Thursday, August 1, 2013

How much should I practice?

A question I get asked a lot is how much should one practice to get better? This is an excellent question and is something anyone who hopes to improve at music should be thinking about. Unfortunately it is not an easy question to answer. Everybody is different and has different goals for their music and needs to approach practice with those goals specifically in mind. If you want to play guitar or banjo around the campfire with friends you don't need to practice as much as a classical pianist who's preparing to play the Metropolitan Opera House. Or do you? Surprisingly our beginner campfire picker will need to work equally as hard and in some ways even harder.

Time and again I've found several common threads in my research of books on how to practice as well as my interviews with great musicians and one fact about improvement is clear. You've got to practice if you want to get better. I've read (as well as conducted my own)  interviews  with professional musicians and a pattern emerges for nearly all touring musicians. They start young and practice everyday for at least 2 hours a day on average. And they do that for several years just to get over the beginner hump. THEN, they really start studying music more deeply and start the education necessary to become professionals. So what's the difference between our campfire guitarist and our professional? The campfire guitarist doesn't go any deeper once they can play some songs, but they still need to put in that time to get over the hump.

In fact, its my opinion that beginners have it the roughest. Everything is hard when you're a beginner. You're hands don't work well, your ears need to develop, and it just seems like your goals are far off. And maybe they are! That's a legitimate feeling to have. When I started playing music I think I knew how far off my goals were but somehow I didn't let it stop me. Actually I think I might have been in denial about it. I mean I started performing right off the bat and I can't imagine how bad I must have been. Well, I can imagine. I would write a song and take it down to the open mic and play it the next week. Sometimes I did OK and sometimes I made dogs howl. I played bluegrass gigs when I barely knew the songs and often couldn't keep up with the speed. In other words I was faking it. I wouldn't recommend going about developing like I did but I wouldn't discourage it either. Looking back it seems maybe I thought I could get there faster if I tried hard. I couldn't. It takes a long time.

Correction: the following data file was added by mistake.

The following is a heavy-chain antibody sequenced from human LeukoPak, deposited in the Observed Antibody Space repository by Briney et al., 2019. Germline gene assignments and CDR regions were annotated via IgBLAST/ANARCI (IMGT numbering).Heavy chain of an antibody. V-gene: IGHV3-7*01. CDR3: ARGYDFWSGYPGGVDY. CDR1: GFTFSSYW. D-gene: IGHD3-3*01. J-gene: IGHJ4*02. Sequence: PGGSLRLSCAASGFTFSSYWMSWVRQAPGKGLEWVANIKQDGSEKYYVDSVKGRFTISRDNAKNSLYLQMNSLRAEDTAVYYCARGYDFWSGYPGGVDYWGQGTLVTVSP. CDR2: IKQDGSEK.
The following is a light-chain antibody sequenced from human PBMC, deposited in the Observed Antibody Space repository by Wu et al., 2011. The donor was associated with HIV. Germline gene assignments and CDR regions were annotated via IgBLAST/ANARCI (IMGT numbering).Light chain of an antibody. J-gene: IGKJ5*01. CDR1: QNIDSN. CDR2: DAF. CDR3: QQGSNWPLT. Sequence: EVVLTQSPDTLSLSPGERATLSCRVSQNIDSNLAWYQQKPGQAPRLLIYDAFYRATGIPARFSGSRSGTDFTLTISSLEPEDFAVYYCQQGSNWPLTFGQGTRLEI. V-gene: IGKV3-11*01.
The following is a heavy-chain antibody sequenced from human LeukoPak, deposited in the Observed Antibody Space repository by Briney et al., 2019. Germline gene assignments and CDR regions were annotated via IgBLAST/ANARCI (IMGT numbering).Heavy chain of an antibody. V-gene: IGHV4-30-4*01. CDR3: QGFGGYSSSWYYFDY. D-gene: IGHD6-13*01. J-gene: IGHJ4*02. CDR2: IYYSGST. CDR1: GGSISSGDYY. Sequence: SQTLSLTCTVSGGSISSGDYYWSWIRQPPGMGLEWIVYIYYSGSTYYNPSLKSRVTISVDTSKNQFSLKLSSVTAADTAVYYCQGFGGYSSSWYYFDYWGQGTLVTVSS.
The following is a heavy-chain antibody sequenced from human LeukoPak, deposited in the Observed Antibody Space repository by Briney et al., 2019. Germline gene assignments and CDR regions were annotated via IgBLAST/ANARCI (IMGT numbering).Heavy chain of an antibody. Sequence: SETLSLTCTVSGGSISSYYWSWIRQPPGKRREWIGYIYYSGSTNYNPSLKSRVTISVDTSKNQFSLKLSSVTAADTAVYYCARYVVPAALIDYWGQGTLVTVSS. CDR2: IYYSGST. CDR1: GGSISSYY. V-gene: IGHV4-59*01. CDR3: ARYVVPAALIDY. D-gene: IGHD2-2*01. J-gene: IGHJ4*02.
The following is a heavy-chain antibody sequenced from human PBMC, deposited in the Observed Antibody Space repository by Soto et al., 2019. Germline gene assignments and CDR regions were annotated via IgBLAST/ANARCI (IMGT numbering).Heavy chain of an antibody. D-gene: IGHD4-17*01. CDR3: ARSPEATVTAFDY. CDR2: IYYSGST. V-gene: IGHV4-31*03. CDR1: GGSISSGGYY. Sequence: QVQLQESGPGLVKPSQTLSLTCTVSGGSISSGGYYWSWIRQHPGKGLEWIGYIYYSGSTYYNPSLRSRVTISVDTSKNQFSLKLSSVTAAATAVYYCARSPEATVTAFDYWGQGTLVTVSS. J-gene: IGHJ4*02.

So you see even for our modest campfire guitar picker, they need to put in the time to get to that point. Just like a concert pianist did. The difference is that our amateur guitar player doesn't go any farther. They just coast along after they get to where they can play. OK,  I digress. So how much do you have to practice? Well let's see. Maybe try this, you'll improve guaranteed or your money back!

  • Strive to practice 5 days a week for 30 minutes a day. AT LEAST! I would say this is the minimum you need to practice to get better. 
  • After years of practicing for hours and hours a day I think that you can't really do to much more after 3-4 hours a day. This is if you are PRACTICING. Practicing is slow, and its often tedious. If you are really practicing you'll be to tired to do more after this much practice.
  • A better goal to shoot for would be 1.5-2 hours a day.
  • Playing for fun should be a big part of your development but don't confuse it with practice.
           A big part of getting better with a musical instrument is just getting your body adjusted and strong enough to play. Focused practice can certainly help and is necessary but just getting your instrument out and having fun can help too. Especially for the beginner. If you're a beginner guitar player, get your guitar out and goof off while you watch TV. Leave it out so you can just pick it up and make some noise. When I was a kid I loved to pick up the guitar and just make sound with it. I wasn't practicing but I was learning and figuring out how my hands connected to the guitar. I'm sure that helped me later on.

  • Finally don't underestimate the benefit of going through a really focused "hardcore" period of learning your instrument. Almost everyone I know has done this.  You get serious for 5-6 months (or more) at time and really buckle down and practice everyday. Work on your weak spots. Struggle. Get Frustrated. Overcome. This is how getting over the beginner hump works. You just can't really avoid it. Get serious for a while and your playing will really improve and stay with you for a long time to come.


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